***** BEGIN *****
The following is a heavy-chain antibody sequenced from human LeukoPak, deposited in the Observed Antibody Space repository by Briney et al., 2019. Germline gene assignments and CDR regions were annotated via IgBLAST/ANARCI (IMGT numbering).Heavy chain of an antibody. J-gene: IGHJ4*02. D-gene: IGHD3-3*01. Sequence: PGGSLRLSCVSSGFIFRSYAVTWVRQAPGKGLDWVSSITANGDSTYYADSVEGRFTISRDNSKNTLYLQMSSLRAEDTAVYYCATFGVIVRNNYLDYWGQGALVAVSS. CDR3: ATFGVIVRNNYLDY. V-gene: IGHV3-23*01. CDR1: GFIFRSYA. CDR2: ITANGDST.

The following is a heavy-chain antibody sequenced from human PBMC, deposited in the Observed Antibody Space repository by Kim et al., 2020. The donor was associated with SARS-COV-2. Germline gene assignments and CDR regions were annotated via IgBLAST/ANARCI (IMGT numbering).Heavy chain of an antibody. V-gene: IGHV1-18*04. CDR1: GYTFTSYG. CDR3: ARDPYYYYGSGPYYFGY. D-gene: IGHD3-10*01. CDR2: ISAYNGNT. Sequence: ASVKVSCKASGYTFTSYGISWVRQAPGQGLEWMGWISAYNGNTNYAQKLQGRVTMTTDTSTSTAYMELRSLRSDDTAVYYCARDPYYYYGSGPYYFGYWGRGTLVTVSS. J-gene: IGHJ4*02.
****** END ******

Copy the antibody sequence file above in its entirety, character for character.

The following is a heavy-chain antibody sequenced from human LeukoPak, deposited in the Observed Antibody Space repository by Briney et al., 2019. Germline gene assignments and CDR regions were annotated via IgBLAST/ANARCI (IMGT numbering).Heavy chain of an antibody. J-gene: IGHJ4*02. D-gene: IGHD3-3*01. Sequence: PGGSLRLSCVSSGFIFRSYAVTWVRQAPGKGLDWVSSITANGDSTYYADSVEGRFTISRDNSKNTLYLQMSSLRAEDTAVYYCATFGVIVRNNYLDYWGQGALVAVSS. CDR3: ATFGVIVRNNYLDY. V-gene: IGHV3-23*01. CDR1: GFIFRSYA. CDR2: ITANGDST.

The following is a heavy-chain antibody sequenced from human PBMC, deposited in the Observed Antibody Space repository by Kim et al., 2020. The donor was associated with SARS-COV-2. Germline gene assignments and CDR regions were annotated via IgBLAST/ANARCI (IMGT numbering).Heavy chain of an antibody. V-gene: IGHV1-18*04. CDR1: GYTFTSYG. CDR3: ARDPYYYYGSGPYYFGY. D-gene: IGHD3-10*01. CDR2: ISAYNGNT. Sequence: ASVKVSCKASGYTFTSYGISWVRQAPGQGLEWMGWISAYNGNTNYAQKLQGRVTMTTDTSTSTAYMELRSLRSDDTAVYYCARDPYYYYGSGPYYFGYWGRGTLVTVSS. J-gene: IGHJ4*02.